Overall in the poll—which collects data on a nationally representative sampling of adults—62 percent said they had already gotten their vaccine (which tracks with CDC vaccination data), 12 percent said they would wait and see about vaccination, 7 percent said they would only get vaccinated if they were required, and 13 percent said they would “definitely not” get vaccinated. That “definitely not” portion has largely remained the same throughout the polling, which stretches back to December.
While the CDC’s loosened masking guidance was clearly not persuasive to the unvaccinated, the poll explored other tactics that could boost vaccination. The two ideas that seemed to have the most sway were: 1) if the Food and Drug Administration grants a vaccine full approval, rather than the current Emergency Use Authorizations (EUA); and 2) if employers provided paid time off to get vaccinated and recover from any side effects, like feeling under the weather the day after a dose.
FDA approval and PTO
A total of 32 percent of unvaccinated people said a full FDA approval (a Biologics License Application [BLA] approval) would make them more likely to get a COVID-19 vaccine. Currently, all three vaccines available in the US have been granted an EUA. The FDA grants EUAs only during public health emergencies, like the COVID-19 pandemic, through a process that is fast-tracked compared with a full BLA approval.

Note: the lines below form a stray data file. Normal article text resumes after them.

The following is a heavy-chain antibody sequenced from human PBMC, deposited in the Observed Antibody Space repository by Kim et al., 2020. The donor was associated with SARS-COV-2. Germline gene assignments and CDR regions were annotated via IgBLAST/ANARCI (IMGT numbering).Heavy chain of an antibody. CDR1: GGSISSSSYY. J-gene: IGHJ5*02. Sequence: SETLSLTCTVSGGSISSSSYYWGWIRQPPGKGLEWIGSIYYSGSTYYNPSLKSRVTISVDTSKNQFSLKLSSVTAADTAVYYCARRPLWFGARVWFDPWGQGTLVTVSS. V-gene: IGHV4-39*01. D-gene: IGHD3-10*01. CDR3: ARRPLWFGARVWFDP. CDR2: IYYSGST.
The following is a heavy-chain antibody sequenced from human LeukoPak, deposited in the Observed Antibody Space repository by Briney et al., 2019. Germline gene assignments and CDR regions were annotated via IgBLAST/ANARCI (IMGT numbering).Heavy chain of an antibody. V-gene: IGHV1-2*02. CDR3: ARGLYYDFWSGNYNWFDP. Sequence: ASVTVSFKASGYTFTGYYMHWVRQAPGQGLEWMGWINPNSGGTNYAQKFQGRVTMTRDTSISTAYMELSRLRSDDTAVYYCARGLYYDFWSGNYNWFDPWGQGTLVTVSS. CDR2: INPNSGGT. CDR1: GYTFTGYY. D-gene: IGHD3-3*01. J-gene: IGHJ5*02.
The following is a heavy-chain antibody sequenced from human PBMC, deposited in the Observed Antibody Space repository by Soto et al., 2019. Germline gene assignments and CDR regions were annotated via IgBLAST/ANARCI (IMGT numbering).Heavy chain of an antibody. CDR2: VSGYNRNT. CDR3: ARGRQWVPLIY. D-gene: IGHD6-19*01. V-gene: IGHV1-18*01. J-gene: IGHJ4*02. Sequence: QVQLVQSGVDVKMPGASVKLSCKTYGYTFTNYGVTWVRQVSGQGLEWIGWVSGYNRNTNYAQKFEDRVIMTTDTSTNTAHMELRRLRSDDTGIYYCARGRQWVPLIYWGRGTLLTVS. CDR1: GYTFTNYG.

Importantly, both tracks require efficacy and safety data from massive Phase III clinical trials. The main difference between an EUA and full approval is the amount of time that people in the clinical trials are followed after full vaccination. Typically, the FDA likes to have at least six months of follow-up data from a vaccine trail. This allows the trial runners and the FDA to look at how well vaccine protection holds up over that time and if any rare side effects crop up. For an EUA, the follow-up period may only be around two months.
However, the difference is largely moot at this point. With nearly 167 million people in the US alone already given at least one shot, regulators have a wealth of post-market safety data. Also, Pfizer and BioNTech announced in April that they had six-months of trial follow-up data that confirmed the vaccine’s high efficacy and found no safety concerns. Earlier this month, Pfizer and BioNTech, as well as Moderna, announced that they have started a rolling data-submission process for a BLA.
Still, a full approval would seem to go a long way for swaying vaccine holdouts. Forty-four percent of the unvaccinated people in the “wait and see” group said a full FDA approval would make them more likely to get a vaccine, and 29 percent of the “only if required” group said the same.
That’s a far larger effect than those seen with some of the other vaccination boosters mentioned in the poll, such as free Uber rides to vaccine sites or $100 cash for getting a shot. The only thing that came close was paid time off for getting vaccinated and recovering. Twenty-one percent of employed unvaccinated poll respondents said the paid time off would make them more likely to get a vaccine.